A weakened ability to show empathy due to emotional exhaustion is detrimental to patients. For example, during a diagnosis discussion, many diabetes physicians reportedly find it burdensome to achieve patient acceptance of their condition. Research shows that physician empathy is directly related to a successful patient acceptance of diabetes. So, as physicians show less empathy, patients are less able to come to terms with their newly diagnosed condition.7
The causes of physician burnout
Determining the root cause of physician burnout is a crucial first step towards addressing it. Michelle Dossett of Massachusetts General Hospital, who is the lead in a study on this subject, says that many of the stressors contributing to physician burnout are external. Research shows that some of the common external drivers for physicians include work frustrations, administrative burden, medico-legal problems, reimbursement issues, difficult patients and maintaining a work-life balance.2
Caring specifically for diabetes patients involves many external sources of stress, including:
• Workload and complexity — caring for patients at different stages of diabetes results in a caseload of patients with different medical needs;
• Fast-paced days at the clinic or hospital;
• Inadequate resources — working with more patients in a limited time period; a lack of organizational support for medical resources;
• Organization structure — dealing with organizational hierarchy, policy restrictions and performance targets; and
• Inadequate skills or preparation — young diabetes physicians struggling with an expanding workload; caring for difficult patients.8
How to deal with burnout
Physicians require three types of support to reduce the risk of burnout:
Physicians need to maintain a habit of self-care and well-being. “Following a healthy lifestyle — healthy eating, regular exercise and good sleep — can help providers to cope with stress,” says Heyman. According to Dossett, “Self-care strategies can help reduce the physical, cognitive and emotional impacts of stressors. They increase one’s resilience to stress and [improve] overall sense of well-being, helping one to function more effectively in the face of stressors.” Dossett also recommends the following self-care tools:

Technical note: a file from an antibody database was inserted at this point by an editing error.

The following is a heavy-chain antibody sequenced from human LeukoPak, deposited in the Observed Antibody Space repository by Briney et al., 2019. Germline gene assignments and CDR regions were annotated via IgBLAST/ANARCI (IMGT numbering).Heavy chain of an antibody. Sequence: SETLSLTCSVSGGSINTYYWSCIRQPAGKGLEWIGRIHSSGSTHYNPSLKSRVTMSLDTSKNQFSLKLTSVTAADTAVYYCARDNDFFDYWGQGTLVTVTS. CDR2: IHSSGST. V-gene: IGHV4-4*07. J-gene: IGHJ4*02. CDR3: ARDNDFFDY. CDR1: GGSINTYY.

• Gratitude and positive psychology-based approaches;
• Cognitive restructuring;
• Mini relaxations or breathing techniques; and
• Yoga or tai chi.
2. Social support
Experts also point to the need for social support. “Physicians need to connect with friends and family. Those with supportive relationships — both at work and outside of work — tend to cope better when feelings of burnout arise,” says Heyman.
3. Professional support
Help from mental health specialists might also be necessary. According to Heyman, “If stress and burnout are impacting a physician’s mood, behavior or physical health, it may be helpful [for them] to talk with a mental health provider to get support and coping strategies.”
The overall goal of harnessing different types of support is to boost resilience and promote a positive perspective of work, which can help address or prevent burnout.2 “Resilience is our capacity to handle physical, mental and emotional stress, and the speed at which we recover a healthy function after exposure to extreme stress,” explains Hatson. As the demands of the job become heavier, resilience will be necessary for diabetes physicians to consistently provide quality care — to themselves and their patients.